Did you know that Kansas City, Mo., hosts one of the largest St. Patrick's Day parades in the United States? Nearly a half-million people turn out downtown to watch all the floats, marching bands, and giant balloons.
Normally, I would sit in one place, snap a photo of all the neat cars as they drove by, then present it to you in a slideshow. But this year BHo's second grade class was chosen to march in the 40th running of this Kansas City tradition, so I was on the move.
The kids were really excited for the opportunity to be in the parade, and I can see why. That is a lot of people you're walking through. You get a much different perspective when you're in it than you do sitting on the sidelines. People are everywhere. They're twenty deep on the sidewalk. They're hanging out of windows. They're dangling off of rooftops. They're piled on any van, statue, or retaining wall they can find. I actually think it might be more interesting to walk through and look at the people than it is to watch the parade!
So does that mean I didn't find any cars to show you? Heck no! There were all kinds of interesting things sitting in the staging area before the parade. So I broke away from the kids for a few minutes to snap a few pictures.
Like any parade, there were a lot of police cars. But in this one, the Missouri Highway Patrol brought out their '59 Dodge patrol car. I don't know how accurate that car is, but it looks neat, and it's restored nice. Love the red gumball on the roof.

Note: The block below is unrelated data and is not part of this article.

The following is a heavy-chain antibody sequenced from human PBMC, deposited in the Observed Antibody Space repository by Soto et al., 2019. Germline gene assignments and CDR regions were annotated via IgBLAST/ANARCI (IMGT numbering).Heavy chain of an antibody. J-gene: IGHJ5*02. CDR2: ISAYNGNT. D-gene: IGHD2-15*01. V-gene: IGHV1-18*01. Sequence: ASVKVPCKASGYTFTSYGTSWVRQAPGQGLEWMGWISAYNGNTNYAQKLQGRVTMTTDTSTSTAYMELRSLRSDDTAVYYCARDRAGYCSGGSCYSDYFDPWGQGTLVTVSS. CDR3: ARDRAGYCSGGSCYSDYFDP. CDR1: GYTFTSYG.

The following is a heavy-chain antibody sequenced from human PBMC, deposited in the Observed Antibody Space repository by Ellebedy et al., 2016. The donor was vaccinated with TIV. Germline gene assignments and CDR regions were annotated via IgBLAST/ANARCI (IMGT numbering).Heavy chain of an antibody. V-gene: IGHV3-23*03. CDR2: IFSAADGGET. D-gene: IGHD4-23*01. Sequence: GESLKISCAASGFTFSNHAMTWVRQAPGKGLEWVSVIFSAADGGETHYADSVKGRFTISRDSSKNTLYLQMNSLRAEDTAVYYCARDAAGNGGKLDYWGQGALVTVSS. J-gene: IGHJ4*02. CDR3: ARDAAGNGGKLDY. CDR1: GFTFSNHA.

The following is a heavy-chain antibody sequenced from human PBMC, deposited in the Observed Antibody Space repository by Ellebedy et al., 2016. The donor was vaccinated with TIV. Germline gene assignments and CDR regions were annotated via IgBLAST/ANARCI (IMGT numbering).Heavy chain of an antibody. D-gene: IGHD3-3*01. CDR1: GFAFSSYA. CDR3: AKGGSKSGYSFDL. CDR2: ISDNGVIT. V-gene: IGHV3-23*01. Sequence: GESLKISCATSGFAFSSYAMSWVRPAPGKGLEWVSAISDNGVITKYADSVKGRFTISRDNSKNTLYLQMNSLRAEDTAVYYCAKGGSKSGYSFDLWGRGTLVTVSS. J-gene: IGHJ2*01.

Some of them are regulars at local car shows and other events. There's a slick '41 Chevy convertible that we've seen at cruises and other parades that never gets old to look at. A big old black '47 Buick convertible is good enough to be in a concourse show--because we've seen it in one before at the Kansas City Art Institute.
There was a '53 Ford convertible that I thought was kind of interesting. Back then, there was a dealer-installed option called the Coronado Kit, which was sort of a spare tire facade that bolted to the trunk lid. The Ford that was used to pace the Indy 500 that year actually had one. The one at the parade kind of had that, but instead of the tire thing being bolted to the car, this was built into the trunk lid. I'm not an expert on old Ford accessories by any means, but I'm guessing that maybe this was an aftermarket addition?
Other notables included a '75 Eldorado convertible, an oppulent '39 Zephyr four-door phaeton, a '59 Corvette, several older Rolls Royces, a nice '36 Ford two-door sedan, and a '74 Buick LeSabre convertible that was transporting baseball legend Frank White.
OK, so it wasn't Goodguys or anything. But there were still a few things there looking at, and it was a pretty fun atmosphere. Plus, we were a part of a Kansas City tradition. Check out the slideshow for car and crowd pictures to give you a sense of everything that was going on down Broadway from Lindwood to Westport this morning.